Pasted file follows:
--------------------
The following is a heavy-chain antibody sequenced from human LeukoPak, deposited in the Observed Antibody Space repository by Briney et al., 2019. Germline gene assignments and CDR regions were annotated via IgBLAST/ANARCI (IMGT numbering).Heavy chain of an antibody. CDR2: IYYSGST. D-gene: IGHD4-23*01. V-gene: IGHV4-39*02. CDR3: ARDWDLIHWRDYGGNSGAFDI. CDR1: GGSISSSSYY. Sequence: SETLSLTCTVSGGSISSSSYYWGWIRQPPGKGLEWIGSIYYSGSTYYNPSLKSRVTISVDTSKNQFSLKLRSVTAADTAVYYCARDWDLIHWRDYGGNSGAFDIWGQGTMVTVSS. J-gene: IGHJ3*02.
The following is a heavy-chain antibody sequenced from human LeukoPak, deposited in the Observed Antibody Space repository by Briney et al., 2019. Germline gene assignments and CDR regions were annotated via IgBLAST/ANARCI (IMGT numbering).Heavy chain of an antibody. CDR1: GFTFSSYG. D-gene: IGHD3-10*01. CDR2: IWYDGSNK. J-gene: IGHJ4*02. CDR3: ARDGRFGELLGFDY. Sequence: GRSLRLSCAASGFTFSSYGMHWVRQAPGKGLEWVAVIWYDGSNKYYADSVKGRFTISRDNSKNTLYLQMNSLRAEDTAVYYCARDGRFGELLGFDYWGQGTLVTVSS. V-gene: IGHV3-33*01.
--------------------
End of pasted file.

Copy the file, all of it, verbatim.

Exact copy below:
The following is a heavy-chain antibody sequenced from human LeukoPak, deposited in the Observed Antibody Space repository by Briney et al., 2019. Germline gene assignments and CDR regions were annotated via IgBLAST/ANARCI (IMGT numbering).Heavy chain of an antibody. CDR2: IYYSGST. D-gene: IGHD4-23*01. V-gene: IGHV4-39*02. CDR3: ARDWDLIHWRDYGGNSGAFDI. CDR1: GGSISSSSYY. Sequence: SETLSLTCTVSGGSISSSSYYWGWIRQPPGKGLEWIGSIYYSGSTYYNPSLKSRVTISVDTSKNQFSLKLRSVTAADTAVYYCARDWDLIHWRDYGGNSGAFDIWGQGTMVTVSS. J-gene: IGHJ3*02.
The following is a heavy-chain antibody sequenced from human LeukoPak, deposited in the Observed Antibody Space repository by Briney et al., 2019. Germline gene assignments and CDR regions were annotated via IgBLAST/ANARCI (IMGT numbering).Heavy chain of an antibody. CDR1: GFTFSSYG. D-gene: IGHD3-10*01. CDR2: IWYDGSNK. J-gene: IGHJ4*02. CDR3: ARDGRFGELLGFDY. Sequence: GRSLRLSCAASGFTFSSYGMHWVRQAPGKGLEWVAVIWYDGSNKYYADSVKGRFTISRDNSKNTLYLQMNSLRAEDTAVYYCARDGRFGELLGFDYWGQGTLVTVSS. V-gene: IGHV3-33*01.